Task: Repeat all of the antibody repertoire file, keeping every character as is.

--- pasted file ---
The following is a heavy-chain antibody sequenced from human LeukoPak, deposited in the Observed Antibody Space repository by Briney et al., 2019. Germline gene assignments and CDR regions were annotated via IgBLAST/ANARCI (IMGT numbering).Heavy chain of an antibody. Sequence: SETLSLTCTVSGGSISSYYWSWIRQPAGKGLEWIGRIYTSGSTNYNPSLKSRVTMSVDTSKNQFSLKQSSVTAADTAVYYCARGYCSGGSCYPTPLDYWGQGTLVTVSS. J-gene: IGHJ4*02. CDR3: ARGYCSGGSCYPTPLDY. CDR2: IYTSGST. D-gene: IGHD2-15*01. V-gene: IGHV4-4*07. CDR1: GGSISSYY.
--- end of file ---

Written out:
The following is a heavy-chain antibody sequenced from human LeukoPak, deposited in the Observed Antibody Space repository by Briney et al., 2019. Germline gene assignments and CDR regions were annotated via IgBLAST/ANARCI (IMGT numbering).Heavy chain of an antibody. Sequence: SETLSLTCTVSGGSISSYYWSWIRQPAGKGLEWIGRIYTSGSTNYNPSLKSRVTMSVDTSKNQFSLKQSSVTAADTAVYYCARGYCSGGSCYPTPLDYWGQGTLVTVSS. J-gene: IGHJ4*02. CDR3: ARGYCSGGSCYPTPLDY. CDR2: IYTSGST. D-gene: IGHD2-15*01. V-gene: IGHV4-4*07. CDR1: GGSISSYY.